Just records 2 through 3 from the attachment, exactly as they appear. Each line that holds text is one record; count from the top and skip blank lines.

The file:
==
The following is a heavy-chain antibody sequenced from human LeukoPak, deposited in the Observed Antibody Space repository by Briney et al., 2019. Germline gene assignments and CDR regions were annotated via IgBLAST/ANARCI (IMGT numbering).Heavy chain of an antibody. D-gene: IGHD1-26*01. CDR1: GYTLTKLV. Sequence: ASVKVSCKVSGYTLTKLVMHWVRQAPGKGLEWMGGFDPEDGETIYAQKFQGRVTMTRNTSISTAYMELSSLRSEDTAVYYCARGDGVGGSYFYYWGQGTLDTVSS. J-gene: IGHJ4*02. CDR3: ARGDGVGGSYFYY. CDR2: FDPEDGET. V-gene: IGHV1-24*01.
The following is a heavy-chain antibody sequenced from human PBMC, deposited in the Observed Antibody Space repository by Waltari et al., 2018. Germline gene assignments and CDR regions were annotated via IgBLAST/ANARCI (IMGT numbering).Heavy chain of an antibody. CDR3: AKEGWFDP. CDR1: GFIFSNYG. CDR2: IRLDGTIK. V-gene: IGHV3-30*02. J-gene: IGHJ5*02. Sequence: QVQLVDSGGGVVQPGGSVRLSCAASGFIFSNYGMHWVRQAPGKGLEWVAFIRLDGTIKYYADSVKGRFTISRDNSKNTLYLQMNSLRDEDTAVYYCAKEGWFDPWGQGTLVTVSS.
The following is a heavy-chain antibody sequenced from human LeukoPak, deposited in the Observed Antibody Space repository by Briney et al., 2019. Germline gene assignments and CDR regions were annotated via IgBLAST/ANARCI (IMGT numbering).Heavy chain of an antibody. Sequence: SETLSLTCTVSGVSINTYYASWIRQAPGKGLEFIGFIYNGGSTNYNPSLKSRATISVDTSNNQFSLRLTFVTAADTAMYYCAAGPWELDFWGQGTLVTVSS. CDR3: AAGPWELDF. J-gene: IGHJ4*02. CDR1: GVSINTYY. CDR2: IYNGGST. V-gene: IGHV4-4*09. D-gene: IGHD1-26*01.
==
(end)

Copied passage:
The following is a heavy-chain antibody sequenced from human PBMC, deposited in the Observed Antibody Space repository by Waltari et al., 2018. Germline gene assignments and CDR regions were annotated via IgBLAST/ANARCI (IMGT numbering).Heavy chain of an antibody. CDR3: AKEGWFDP. CDR1: GFIFSNYG. CDR2: IRLDGTIK. V-gene: IGHV3-30*02. J-gene: IGHJ5*02. Sequence: QVQLVDSGGGVVQPGGSVRLSCAASGFIFSNYGMHWVRQAPGKGLEWVAFIRLDGTIKYYADSVKGRFTISRDNSKNTLYLQMNSLRDEDTAVYYCAKEGWFDPWGQGTLVTVSS.
The following is a heavy-chain antibody sequenced from human LeukoPak, deposited in the Observed Antibody Space repository by Briney et al., 2019. Germline gene assignments and CDR regions were annotated via IgBLAST/ANARCI (IMGT numbering).Heavy chain of an antibody. Sequence: SETLSLTCTVSGVSINTYYASWIRQAPGKGLEFIGFIYNGGSTNYNPSLKSRATISVDTSNNQFSLRLTFVTAADTAMYYCAAGPWELDFWGQGTLVTVSS. CDR3: AAGPWELDF. J-gene: IGHJ4*02. CDR1: GVSINTYY. CDR2: IYNGGST. V-gene: IGHV4-4*09. D-gene: IGHD1-26*01.